A co-worker is planning her long-deserved month-long vacation. Knowing I’m a book warm and a travel addict (or used to be), she asks me for some travel journals to read. She was the one that I’ve dragged along with me to rock climbing gym, scuba diving, and later sky diving. Once when she was filling out another “If I died during the action, I promise I or any of my relatives won’t sue you” form, she commented, “How come I’m always filling out this kind of forms whenever I’m out with you?” I give her Michael Crichton’s Travels. “Urgh!” She winced, “I’m looking for leisure travel, not adventuresome ones!” But she takes the book and starts reading anyway.
Then she just IMed me,
She: “Guess what?”
She: “I’m reading that Crichton book. The story on his diving in Baire?”
I: “Ya. Do you like it?”
She: “He concluded at the end that subconsciously he was trying to get himself killed.”
I: “WHAT?! I don’t remember that!”
She: “Ya. He said the reason he had been trying more and more dangerous activities was because he wanted to kill himself. Remember? Once with the sharks, once on the wreck?”
I: “Oh, ya. Right. Maybe subconsciously I’ve been blocking that conclusion out of my mind.”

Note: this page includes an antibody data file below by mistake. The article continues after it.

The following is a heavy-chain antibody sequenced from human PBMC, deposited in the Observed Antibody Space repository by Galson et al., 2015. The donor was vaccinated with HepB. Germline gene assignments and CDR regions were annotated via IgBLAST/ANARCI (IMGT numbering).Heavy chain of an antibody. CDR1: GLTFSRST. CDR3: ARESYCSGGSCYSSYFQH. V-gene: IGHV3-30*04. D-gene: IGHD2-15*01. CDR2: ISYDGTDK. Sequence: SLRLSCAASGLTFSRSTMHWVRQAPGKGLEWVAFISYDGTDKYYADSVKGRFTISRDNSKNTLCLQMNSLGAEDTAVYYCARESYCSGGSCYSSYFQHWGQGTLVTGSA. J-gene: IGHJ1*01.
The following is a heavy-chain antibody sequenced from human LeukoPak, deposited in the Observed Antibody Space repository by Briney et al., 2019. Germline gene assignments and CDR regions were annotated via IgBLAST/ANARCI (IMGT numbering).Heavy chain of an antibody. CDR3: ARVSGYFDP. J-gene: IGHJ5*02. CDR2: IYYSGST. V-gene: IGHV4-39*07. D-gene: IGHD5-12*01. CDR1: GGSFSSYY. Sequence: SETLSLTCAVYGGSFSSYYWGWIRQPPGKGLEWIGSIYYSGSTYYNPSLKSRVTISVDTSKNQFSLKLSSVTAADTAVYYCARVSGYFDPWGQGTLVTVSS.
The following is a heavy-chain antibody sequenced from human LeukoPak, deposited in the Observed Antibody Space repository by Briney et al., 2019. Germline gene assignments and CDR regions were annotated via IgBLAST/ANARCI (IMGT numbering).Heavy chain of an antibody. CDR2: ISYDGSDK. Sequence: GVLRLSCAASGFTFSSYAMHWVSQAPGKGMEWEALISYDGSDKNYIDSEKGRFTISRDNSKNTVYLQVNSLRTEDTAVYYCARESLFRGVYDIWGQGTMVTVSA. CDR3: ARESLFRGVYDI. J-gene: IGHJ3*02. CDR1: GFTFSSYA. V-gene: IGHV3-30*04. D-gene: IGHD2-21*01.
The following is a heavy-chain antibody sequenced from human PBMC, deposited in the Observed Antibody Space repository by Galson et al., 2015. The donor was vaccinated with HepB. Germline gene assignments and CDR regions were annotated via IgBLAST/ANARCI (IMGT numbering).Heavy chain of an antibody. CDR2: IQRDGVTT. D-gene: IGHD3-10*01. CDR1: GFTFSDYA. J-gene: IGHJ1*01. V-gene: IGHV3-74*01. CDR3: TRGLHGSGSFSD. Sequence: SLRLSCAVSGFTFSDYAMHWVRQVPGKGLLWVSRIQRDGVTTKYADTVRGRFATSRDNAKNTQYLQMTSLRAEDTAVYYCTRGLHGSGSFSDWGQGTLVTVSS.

She: “I think he is right. We all are. Kept on trying and eventually we will get it.”
I: “hmmm¡ maybe we just want to see what we can get away with. Not really get us killed, but want to see how far we can push the envelope?”
That reminds me of a piece of news I heard on NPR yesterday. One senior manager at MCI was released from prison. He had been fresh out of business school with an MBA degree. Started climbing the management ladder at MCI. Then he found out the top-guys didn’t want to hear bad news. In order to advance himself, he started to use accounting tricks to hide loses and to report false profit. It worked and he got promoted faster and faster. Eventually he noticed that he could pocket money along the way so he did. He pocketed approximately $6 Millions of it. The NPR reporter asked him what made him do it, was it greed or the rush of getting away with it? He thought for a second and said, a little bit of both.
Why is “getting away with it” such a rush? It seems to be within each and every one of us, that rush of doing things we know we are not supposed to do and yet we could get away with it. Why are we such testy animals? Why does that impulse exist in our vein when it is directing us toward the opposite direction of safety and survival?
Or is it that impulse, in the larger scheme of things, ensuring our survival? For example: discovery of the American continent, ability to fly, space travel, or the collapse of Enron?